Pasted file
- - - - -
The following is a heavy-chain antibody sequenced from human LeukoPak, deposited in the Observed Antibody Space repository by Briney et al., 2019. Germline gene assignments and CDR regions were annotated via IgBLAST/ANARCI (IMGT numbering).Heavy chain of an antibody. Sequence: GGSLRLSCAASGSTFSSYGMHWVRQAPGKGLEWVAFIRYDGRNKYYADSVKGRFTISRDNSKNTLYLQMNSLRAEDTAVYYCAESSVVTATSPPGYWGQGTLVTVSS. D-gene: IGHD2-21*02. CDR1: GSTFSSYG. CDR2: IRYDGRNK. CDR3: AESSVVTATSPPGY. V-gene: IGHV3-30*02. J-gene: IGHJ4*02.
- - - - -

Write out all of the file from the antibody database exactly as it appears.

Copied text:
The following is a heavy-chain antibody sequenced from human LeukoPak, deposited in the Observed Antibody Space repository by Briney et al., 2019. Germline gene assignments and CDR regions were annotated via IgBLAST/ANARCI (IMGT numbering).Heavy chain of an antibody. Sequence: GGSLRLSCAASGSTFSSYGMHWVRQAPGKGLEWVAFIRYDGRNKYYADSVKGRFTISRDNSKNTLYLQMNSLRAEDTAVYYCAESSVVTATSPPGYWGQGTLVTVSS. D-gene: IGHD2-21*02. CDR1: GSTFSSYG. CDR2: IRYDGRNK. CDR3: AESSVVTATSPPGY. V-gene: IGHV3-30*02. J-gene: IGHJ4*02.